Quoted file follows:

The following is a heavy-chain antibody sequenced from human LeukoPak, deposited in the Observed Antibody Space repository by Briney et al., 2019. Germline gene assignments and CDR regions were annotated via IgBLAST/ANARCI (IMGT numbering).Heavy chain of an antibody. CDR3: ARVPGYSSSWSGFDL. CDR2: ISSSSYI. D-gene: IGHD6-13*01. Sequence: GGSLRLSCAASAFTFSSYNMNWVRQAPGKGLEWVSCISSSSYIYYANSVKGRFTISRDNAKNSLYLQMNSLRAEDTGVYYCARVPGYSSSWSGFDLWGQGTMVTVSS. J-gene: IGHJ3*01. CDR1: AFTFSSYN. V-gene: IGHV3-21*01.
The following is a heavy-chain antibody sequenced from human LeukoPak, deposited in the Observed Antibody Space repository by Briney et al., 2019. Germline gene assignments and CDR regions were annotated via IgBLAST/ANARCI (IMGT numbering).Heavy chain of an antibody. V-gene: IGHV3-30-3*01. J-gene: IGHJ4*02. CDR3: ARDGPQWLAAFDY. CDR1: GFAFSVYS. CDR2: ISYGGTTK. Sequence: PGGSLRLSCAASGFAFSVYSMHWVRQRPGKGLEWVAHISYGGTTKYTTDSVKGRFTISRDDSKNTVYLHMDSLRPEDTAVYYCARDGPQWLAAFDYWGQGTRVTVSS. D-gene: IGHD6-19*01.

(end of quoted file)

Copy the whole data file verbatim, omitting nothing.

The following is a heavy-chain antibody sequenced from human LeukoPak, deposited in the Observed Antibody Space repository by Briney et al., 2019. Germline gene assignments and CDR regions were annotated via IgBLAST/ANARCI (IMGT numbering).Heavy chain of an antibody. CDR3: ARVPGYSSSWSGFDL. CDR2: ISSSSYI. D-gene: IGHD6-13*01. Sequence: GGSLRLSCAASAFTFSSYNMNWVRQAPGKGLEWVSCISSSSYIYYANSVKGRFTISRDNAKNSLYLQMNSLRAEDTGVYYCARVPGYSSSWSGFDLWGQGTMVTVSS. J-gene: IGHJ3*01. CDR1: AFTFSSYN. V-gene: IGHV3-21*01.
The following is a heavy-chain antibody sequenced from human LeukoPak, deposited in the Observed Antibody Space repository by Briney et al., 2019. Germline gene assignments and CDR regions were annotated via IgBLAST/ANARCI (IMGT numbering).Heavy chain of an antibody. V-gene: IGHV3-30-3*01. J-gene: IGHJ4*02. CDR3: ARDGPQWLAAFDY. CDR1: GFAFSVYS. CDR2: ISYGGTTK. Sequence: PGGSLRLSCAASGFAFSVYSMHWVRQRPGKGLEWVAHISYGGTTKYTTDSVKGRFTISRDDSKNTVYLHMDSLRPEDTAVYYCARDGPQWLAAFDYWGQGTRVTVSS. D-gene: IGHD6-19*01.